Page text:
Which Bush Doctrine?

September 16, 2008 - 10:29 AM
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For the most part ABC News anchor Charles Gibson’s interview with Governor Sarah Palin was fair. As expected, Gibson included a “gotcha” question. He asked her what she thought of the “Bush Doctrine.” Clearly she did not have a ready answer.
 
Later he told her that the Bush Doctrine was the presumption that if we know a country is preparing to attack, the USA has the right to a preemptive strike.  She gave a general reply that the United States has a right to its own defense and must do whatever intelligence suggests.
 
The next day liberals and even some conservatives pronounced that Palin’s answer was proof that she was not ready to be pesident. Because of McCain’s age,this has become a live issue and may be taking a bit of the bloom off the rose.
 
Can we really blame her for being confused? There are several pronouncements which have been termed the Bush Doctrine. This was spelled out by Michael Abramowitz in a front page article in The Washington Post on September 13. He quotes Peter D. Feaver, who worked on the Bush National Security Council Staff, as saying there are at least seven Bush pronouncements which have been called the Bush Doctrine.
 
This immediately became a hot issue on the political blogs. Liberals said Palin’s answer demonstrated her thin grasp of foreign policy. Conservatives, said Abramowitz, said she handled the question well by asking Gibson to clarify what he meant by the Bush Doctrine. Liberal journalist James Fallows charged that Pallin did not recognize the Bush name, and this, he said, demonstrated “a lack of attention to any foreign-policy discussions whatsoever in the last seven years.”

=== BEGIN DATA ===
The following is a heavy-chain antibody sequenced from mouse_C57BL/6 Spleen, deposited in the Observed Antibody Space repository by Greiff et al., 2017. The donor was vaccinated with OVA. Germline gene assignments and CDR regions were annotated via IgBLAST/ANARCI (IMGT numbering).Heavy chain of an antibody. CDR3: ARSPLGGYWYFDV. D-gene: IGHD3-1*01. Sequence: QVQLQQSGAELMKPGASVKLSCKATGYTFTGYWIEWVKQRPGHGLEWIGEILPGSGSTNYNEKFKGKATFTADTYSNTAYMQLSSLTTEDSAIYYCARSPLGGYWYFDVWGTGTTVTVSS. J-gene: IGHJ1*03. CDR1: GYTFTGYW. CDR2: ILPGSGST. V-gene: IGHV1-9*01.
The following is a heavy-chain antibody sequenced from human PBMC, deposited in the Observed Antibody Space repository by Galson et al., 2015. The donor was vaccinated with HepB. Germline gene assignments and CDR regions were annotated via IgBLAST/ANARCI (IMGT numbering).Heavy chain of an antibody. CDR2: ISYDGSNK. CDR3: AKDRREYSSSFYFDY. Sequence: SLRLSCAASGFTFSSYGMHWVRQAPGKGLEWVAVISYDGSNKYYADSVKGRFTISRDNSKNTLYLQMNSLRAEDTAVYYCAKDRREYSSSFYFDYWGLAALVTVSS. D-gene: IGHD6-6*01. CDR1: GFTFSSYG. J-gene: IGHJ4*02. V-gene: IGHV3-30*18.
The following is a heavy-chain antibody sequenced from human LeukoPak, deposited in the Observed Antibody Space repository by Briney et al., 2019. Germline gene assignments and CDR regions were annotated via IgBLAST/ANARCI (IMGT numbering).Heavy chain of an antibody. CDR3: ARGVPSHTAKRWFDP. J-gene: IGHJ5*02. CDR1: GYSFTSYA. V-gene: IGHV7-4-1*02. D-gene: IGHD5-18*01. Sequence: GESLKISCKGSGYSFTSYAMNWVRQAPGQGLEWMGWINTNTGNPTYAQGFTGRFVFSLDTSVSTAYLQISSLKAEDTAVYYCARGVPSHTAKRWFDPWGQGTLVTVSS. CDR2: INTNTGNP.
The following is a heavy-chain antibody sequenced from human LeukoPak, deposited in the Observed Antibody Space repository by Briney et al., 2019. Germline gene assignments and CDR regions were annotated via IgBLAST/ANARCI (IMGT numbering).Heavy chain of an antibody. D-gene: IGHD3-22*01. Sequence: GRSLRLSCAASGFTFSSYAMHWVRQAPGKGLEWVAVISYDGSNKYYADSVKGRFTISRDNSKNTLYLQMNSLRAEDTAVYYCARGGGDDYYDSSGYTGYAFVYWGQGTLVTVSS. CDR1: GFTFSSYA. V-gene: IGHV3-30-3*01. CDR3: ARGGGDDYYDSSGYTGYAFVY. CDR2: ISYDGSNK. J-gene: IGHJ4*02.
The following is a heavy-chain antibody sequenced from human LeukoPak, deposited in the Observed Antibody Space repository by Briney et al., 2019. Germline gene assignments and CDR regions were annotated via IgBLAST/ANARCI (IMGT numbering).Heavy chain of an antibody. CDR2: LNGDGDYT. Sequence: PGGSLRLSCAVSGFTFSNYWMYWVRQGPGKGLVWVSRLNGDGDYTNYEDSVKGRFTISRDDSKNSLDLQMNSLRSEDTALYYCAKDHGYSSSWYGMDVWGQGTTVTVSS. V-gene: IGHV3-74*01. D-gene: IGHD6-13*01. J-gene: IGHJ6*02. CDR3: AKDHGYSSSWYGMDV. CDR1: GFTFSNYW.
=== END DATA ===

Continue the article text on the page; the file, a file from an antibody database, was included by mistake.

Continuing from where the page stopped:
Her replies regarding Russia and Georgia indicated that statement was somewhat exaggerated. The existence of the Bush Doctrine, or many Bush doctrines, was disputed by Philip D. Zelikow, who was State Department Counselor under Secretary of State Condoleezza Rice.
 
He told the Post, “I believe the assertion that there is such a doctrine lends greater coherence to the Administration’s policies than they deserve.”
 
President Jimmy Carter’s National Security Advisor, Zbigniew Brzezinski, said there was no single piece of paper which represented the Bush Doctrine, that several ideas collectively represent the Bush Doctrine. If he isn’t sure, it is not surprising that Governor Palin doesn’t know.
 
Dana Perino, the President’s Press Secretary, said the Bush Doctrine deals primarily with the War on Terror. She laid out three elements of the Doctrine: 1) The United States does not distinguish between those who commit acts of terror and those who harbor and support the terrorists; 2) We will confront grave threats before they fully materialize and will fight the terrorists abroad so we don’t have to face them at home; and 3) We will counter the hateful ideology of the terrorists by promoting the hopeful alternative to human freedom. So she gave an answer that none of the foreign policy experts gave.
 
Stephen E. Biegun now serves as Governor Palin’s foreign policy advisor. He helped to draft the original Bush Doctrine statement in 2002 articulated by Gibson. So presumably next time Palin is asked the question she will have a ready answer – unless, of course, she decides to go with one of the other six definitions of the Bush Doctrine.